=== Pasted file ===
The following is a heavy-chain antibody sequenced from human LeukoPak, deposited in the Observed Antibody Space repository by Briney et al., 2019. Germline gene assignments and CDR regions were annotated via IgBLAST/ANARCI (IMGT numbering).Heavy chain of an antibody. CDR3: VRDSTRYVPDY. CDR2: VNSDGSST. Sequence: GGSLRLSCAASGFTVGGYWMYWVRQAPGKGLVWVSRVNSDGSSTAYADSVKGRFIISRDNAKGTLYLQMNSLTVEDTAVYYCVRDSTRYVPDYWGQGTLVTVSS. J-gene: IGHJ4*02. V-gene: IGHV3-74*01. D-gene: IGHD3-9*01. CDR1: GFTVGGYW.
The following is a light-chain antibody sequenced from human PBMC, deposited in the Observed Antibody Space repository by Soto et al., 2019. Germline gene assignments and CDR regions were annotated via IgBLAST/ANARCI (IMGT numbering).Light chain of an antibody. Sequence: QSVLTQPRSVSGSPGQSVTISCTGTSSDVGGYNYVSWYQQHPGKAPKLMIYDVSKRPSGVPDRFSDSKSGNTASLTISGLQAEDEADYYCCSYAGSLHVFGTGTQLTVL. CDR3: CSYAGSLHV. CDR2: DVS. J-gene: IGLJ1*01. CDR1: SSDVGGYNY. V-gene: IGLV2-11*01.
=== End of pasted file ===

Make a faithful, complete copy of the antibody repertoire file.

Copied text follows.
The following is a heavy-chain antibody sequenced from human LeukoPak, deposited in the Observed Antibody Space repository by Briney et al., 2019. Germline gene assignments and CDR regions were annotated via IgBLAST/ANARCI (IMGT numbering).Heavy chain of an antibody. CDR3: VRDSTRYVPDY. CDR2: VNSDGSST. Sequence: GGSLRLSCAASGFTVGGYWMYWVRQAPGKGLVWVSRVNSDGSSTAYADSVKGRFIISRDNAKGTLYLQMNSLTVEDTAVYYCVRDSTRYVPDYWGQGTLVTVSS. J-gene: IGHJ4*02. V-gene: IGHV3-74*01. D-gene: IGHD3-9*01. CDR1: GFTVGGYW.
The following is a light-chain antibody sequenced from human PBMC, deposited in the Observed Antibody Space repository by Soto et al., 2019. Germline gene assignments and CDR regions were annotated via IgBLAST/ANARCI (IMGT numbering).Light chain of an antibody. Sequence: QSVLTQPRSVSGSPGQSVTISCTGTSSDVGGYNYVSWYQQHPGKAPKLMIYDVSKRPSGVPDRFSDSKSGNTASLTISGLQAEDEADYYCCSYAGSLHVFGTGTQLTVL. CDR3: CSYAGSLHV. CDR2: DVS. J-gene: IGLJ1*01. CDR1: SSDVGGYNY. V-gene: IGLV2-11*01.